A new study at University of California, Los Angeles (UCLA) showed that Iyengar yoga may be effective at offering relief for patients with rheumatoid arthritis (RA). RA is a disease that most commonly affects women, and, if gone untreated, leads to joint and bone deterioration. When it first comes on, most people experience fatigue, stiffness, joint pain, and possibly flu symptoms. As it worsens, joints may deteriorate to a point of great disrepair.
It’s a particularly tricky type of arthritis to treat because, unlike osteoarthritis, which is the deterioration of the joints from wear and tear, RA is an autoimmune disease that effects the entire body. Exercise is often prescribed for RA because it helps to stabilize the joints. But there’s been little research on yoga’s effects on RA until now.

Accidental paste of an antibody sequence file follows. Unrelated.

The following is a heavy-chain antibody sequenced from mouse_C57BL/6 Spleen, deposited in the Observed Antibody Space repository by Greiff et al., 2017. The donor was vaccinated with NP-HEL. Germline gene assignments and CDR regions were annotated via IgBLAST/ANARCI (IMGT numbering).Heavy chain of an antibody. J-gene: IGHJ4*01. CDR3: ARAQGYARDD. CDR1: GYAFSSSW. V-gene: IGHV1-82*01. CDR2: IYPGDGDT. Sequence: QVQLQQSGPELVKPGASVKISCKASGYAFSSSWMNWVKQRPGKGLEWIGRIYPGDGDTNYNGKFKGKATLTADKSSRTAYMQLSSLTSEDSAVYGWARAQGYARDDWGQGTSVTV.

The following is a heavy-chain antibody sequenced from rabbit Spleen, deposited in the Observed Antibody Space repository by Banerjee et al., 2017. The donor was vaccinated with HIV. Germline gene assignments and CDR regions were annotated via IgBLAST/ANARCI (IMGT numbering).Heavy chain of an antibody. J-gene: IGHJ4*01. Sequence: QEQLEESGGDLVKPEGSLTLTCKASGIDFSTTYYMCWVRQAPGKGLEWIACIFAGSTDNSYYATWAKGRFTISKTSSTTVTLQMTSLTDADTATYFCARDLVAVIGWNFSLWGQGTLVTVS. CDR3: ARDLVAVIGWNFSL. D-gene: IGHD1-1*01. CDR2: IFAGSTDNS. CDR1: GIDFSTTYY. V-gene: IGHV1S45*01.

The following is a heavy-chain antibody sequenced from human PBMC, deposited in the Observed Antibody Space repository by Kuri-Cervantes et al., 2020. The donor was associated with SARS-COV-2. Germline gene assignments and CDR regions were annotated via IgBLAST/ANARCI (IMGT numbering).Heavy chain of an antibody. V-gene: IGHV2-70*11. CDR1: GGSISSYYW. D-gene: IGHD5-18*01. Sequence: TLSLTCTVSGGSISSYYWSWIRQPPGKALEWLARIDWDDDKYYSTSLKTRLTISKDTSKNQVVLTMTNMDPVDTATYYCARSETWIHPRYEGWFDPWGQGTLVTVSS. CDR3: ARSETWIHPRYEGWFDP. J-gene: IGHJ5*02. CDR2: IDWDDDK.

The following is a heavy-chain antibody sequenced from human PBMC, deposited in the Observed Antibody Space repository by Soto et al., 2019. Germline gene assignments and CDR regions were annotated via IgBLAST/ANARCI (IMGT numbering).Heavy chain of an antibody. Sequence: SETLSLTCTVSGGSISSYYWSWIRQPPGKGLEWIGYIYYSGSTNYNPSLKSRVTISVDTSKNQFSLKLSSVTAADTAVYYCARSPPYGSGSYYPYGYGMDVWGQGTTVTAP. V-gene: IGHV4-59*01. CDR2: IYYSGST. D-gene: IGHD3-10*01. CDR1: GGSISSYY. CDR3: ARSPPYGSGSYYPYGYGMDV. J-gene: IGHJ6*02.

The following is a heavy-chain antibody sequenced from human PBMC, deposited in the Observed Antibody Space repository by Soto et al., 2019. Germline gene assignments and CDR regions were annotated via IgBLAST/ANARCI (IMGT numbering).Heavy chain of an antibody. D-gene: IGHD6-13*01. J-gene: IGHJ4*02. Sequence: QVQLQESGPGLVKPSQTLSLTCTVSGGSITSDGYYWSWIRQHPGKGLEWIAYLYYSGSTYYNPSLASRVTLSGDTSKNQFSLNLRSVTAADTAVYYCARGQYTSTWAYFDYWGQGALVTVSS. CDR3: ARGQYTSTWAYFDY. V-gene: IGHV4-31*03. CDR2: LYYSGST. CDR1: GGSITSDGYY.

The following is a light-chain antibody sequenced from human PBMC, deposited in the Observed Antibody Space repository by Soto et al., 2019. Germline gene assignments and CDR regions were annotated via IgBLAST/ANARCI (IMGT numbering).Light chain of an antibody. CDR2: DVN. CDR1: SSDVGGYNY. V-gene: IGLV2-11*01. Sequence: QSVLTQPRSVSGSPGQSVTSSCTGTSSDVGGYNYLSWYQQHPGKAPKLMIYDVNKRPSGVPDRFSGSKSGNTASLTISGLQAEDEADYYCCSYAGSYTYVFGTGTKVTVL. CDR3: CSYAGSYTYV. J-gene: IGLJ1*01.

This latest study offered Iyengar yoga classes to 11 women with RA and allowed a control group of 15 women to continue with their regular lives for the duration of the 6-week study. The results, says UCLA pain researcher Kristin Lung, showed that the yoga practitioners had improved in several areas—including general health, vitality, and—while the control group stayed the same.
However, the yoga practitioners did not report a difference in their pain levels—only their ability to cope with the pain. But it was also determined that six weeks was probably not long enough to make a firm determination about whether or not the yoga might be able to help pain. And, as most pain doctors will tell us, the ability to cope better with pain means less stress. Less stress means less muscle tension and cortisol in the body, which often naturally leads to less actual pain. Hopefully, the studies will continue until the data becomes more conclusive